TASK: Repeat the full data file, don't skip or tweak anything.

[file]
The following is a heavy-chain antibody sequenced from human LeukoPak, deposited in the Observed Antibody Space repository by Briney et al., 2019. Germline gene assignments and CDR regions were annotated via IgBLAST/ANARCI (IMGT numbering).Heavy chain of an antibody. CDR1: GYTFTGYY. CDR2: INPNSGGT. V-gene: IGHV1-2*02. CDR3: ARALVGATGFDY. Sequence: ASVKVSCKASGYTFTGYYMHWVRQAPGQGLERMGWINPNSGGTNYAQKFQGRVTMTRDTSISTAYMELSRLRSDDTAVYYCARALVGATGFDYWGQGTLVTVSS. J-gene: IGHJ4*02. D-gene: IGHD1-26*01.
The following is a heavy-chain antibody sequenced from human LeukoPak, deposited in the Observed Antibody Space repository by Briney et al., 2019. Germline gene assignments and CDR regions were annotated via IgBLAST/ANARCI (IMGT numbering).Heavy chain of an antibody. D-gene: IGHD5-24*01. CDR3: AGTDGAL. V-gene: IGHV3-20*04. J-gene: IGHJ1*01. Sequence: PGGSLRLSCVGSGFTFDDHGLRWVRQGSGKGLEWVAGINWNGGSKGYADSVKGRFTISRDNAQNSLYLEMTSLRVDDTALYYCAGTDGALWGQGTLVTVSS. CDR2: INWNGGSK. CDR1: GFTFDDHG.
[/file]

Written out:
The following is a heavy-chain antibody sequenced from human LeukoPak, deposited in the Observed Antibody Space repository by Briney et al., 2019. Germline gene assignments and CDR regions were annotated via IgBLAST/ANARCI (IMGT numbering).Heavy chain of an antibody. CDR1: GYTFTGYY. CDR2: INPNSGGT. V-gene: IGHV1-2*02. CDR3: ARALVGATGFDY. Sequence: ASVKVSCKASGYTFTGYYMHWVRQAPGQGLERMGWINPNSGGTNYAQKFQGRVTMTRDTSISTAYMELSRLRSDDTAVYYCARALVGATGFDYWGQGTLVTVSS. J-gene: IGHJ4*02. D-gene: IGHD1-26*01.
The following is a heavy-chain antibody sequenced from human LeukoPak, deposited in the Observed Antibody Space repository by Briney et al., 2019. Germline gene assignments and CDR regions were annotated via IgBLAST/ANARCI (IMGT numbering).Heavy chain of an antibody. D-gene: IGHD5-24*01. CDR3: AGTDGAL. V-gene: IGHV3-20*04. J-gene: IGHJ1*01. Sequence: PGGSLRLSCVGSGFTFDDHGLRWVRQGSGKGLEWVAGINWNGGSKGYADSVKGRFTISRDNAQNSLYLEMTSLRVDDTALYYCAGTDGALWGQGTLVTVSS. CDR2: INWNGGSK. CDR1: GFTFDDHG.